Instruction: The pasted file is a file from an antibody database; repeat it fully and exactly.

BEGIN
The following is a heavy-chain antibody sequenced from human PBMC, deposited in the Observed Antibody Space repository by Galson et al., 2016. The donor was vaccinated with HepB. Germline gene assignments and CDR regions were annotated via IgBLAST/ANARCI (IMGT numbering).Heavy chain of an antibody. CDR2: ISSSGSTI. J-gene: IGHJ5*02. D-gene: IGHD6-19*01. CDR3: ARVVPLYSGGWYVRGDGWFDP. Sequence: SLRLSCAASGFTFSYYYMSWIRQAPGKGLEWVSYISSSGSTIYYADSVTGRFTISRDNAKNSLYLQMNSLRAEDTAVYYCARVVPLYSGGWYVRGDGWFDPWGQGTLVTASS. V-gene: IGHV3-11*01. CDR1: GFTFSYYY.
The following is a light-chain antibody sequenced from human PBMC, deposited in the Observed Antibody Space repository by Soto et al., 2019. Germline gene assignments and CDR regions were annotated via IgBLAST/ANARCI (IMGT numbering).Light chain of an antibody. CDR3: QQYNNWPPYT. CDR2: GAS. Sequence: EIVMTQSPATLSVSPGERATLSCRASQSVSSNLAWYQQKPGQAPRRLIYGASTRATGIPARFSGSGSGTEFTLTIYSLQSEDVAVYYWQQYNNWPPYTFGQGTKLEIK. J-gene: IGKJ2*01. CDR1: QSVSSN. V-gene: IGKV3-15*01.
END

The following is a heavy-chain antibody sequenced from human PBMC, deposited in the Observed Antibody Space repository by Galson et al., 2016. The donor was vaccinated with HepB. Germline gene assignments and CDR regions were annotated via IgBLAST/ANARCI (IMGT numbering).Heavy chain of an antibody. CDR2: ISSSGSTI. J-gene: IGHJ5*02. D-gene: IGHD6-19*01. CDR3: ARVVPLYSGGWYVRGDGWFDP. Sequence: SLRLSCAASGFTFSYYYMSWIRQAPGKGLEWVSYISSSGSTIYYADSVTGRFTISRDNAKNSLYLQMNSLRAEDTAVYYCARVVPLYSGGWYVRGDGWFDPWGQGTLVTASS. V-gene: IGHV3-11*01. CDR1: GFTFSYYY.
The following is a light-chain antibody sequenced from human PBMC, deposited in the Observed Antibody Space repository by Soto et al., 2019. Germline gene assignments and CDR regions were annotated via IgBLAST/ANARCI (IMGT numbering).Light chain of an antibody. CDR3: QQYNNWPPYT. CDR2: GAS. Sequence: EIVMTQSPATLSVSPGERATLSCRASQSVSSNLAWYQQKPGQAPRRLIYGASTRATGIPARFSGSGSGTEFTLTIYSLQSEDVAVYYWQQYNNWPPYTFGQGTKLEIK. J-gene: IGKJ2*01. CDR1: QSVSSN. V-gene: IGKV3-15*01.